However, most predictions about how many jobs automation will eliminate miss the critical nuance that technology is constantly creating new jobs while simultaneously making others obsolete—and, on balance, creates more jobs than it destroys. That’s why AI won’t lead to a world without human workers any more than spreadsheets did. Take VC-backed-company Amazon as an example. Amazon has embraced robotics and automation in its warehouses and across its entire distribution system, yet recently announced plans to hire 50,000 people. Even in Amazon warehouses that have deployed robots to replace some workers, those employees have simply moved into new roles. Examples where automation has helped companies improve profitability, so they can in turn hire more people, abound across numerous industries, from hospitality and retail to education, medicine, and financial services.
Of course, implementing AI and other automation technologies will cause disruption, leaving some lesser-skilled workers feeling ill-equipped to support themselves. Most agree the gap between the world’s rich and poor will continue to widen, with less-educated groups being left out of economic expansion. Such fears have even given rise to high-profile businesspeople like Bill Gates advocating for a robot tax to create funds to retrain people and support those who don’t have the capacity to work in an automated society.
But the answer is not to tax companies that invest in innovative technologies; that would stymie economic growth. Instead, governments, private companies, and educational institutions must invest in training the workers of tomorrow, providing free or low-cost education to ensure as many people as possible have the skills to thrive. America’s future competitiveness will hinge on effectively educating the next generation, and retraining those who lose their jobs to automation.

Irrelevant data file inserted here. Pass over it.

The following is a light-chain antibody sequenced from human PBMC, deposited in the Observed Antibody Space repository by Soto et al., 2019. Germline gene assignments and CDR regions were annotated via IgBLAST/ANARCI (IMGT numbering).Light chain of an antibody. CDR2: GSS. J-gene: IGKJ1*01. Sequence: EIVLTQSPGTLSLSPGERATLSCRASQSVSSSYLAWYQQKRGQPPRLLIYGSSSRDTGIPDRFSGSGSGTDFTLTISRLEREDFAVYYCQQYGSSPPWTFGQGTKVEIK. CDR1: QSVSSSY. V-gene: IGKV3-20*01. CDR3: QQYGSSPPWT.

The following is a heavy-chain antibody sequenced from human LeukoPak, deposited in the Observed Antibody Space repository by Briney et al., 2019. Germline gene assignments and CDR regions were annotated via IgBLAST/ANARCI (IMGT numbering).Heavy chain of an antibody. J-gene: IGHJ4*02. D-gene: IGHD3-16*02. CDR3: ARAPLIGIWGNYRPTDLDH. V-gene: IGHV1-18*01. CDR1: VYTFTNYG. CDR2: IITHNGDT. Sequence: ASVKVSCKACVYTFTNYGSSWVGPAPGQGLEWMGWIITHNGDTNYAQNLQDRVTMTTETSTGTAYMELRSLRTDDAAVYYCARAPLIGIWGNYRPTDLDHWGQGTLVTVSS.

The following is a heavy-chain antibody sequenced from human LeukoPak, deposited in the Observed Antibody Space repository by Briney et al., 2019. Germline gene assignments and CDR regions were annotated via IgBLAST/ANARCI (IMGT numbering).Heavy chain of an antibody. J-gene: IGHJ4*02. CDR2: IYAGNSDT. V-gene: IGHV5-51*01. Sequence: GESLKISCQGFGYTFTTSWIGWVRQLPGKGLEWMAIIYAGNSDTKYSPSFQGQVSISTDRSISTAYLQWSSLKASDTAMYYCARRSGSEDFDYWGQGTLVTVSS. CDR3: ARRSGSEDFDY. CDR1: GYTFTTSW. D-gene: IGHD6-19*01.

Fearing automation stems from the very human fear of change. But while technology of all kinds does irreversibly change our lives in both positive and negative ways – just think of how smartphones are both a blessing and a curse – there’s no stopping the pace of innovation. Instead of fearing automation as technology that will “displace humans”, venture investors like ourselves are excited about a future where AI and robots are part of our everyday lives. Emerging technology companies funded by VCs will provide AI and other automation tools to companies so they can become vastly more productive and profitable. These thriving companies will hire millions of new workers for jobs that don’t even exist today.
The content here is for informational purposes only and should NOT be taken as legal, business, tax, or investment advice. It does NOT constitute an offer or solicitation to purchase any investment or a recommendation to buy or sell a security. In fact, the content is not directed to any investor or potential investor and may not be used to evaluate or make any investment.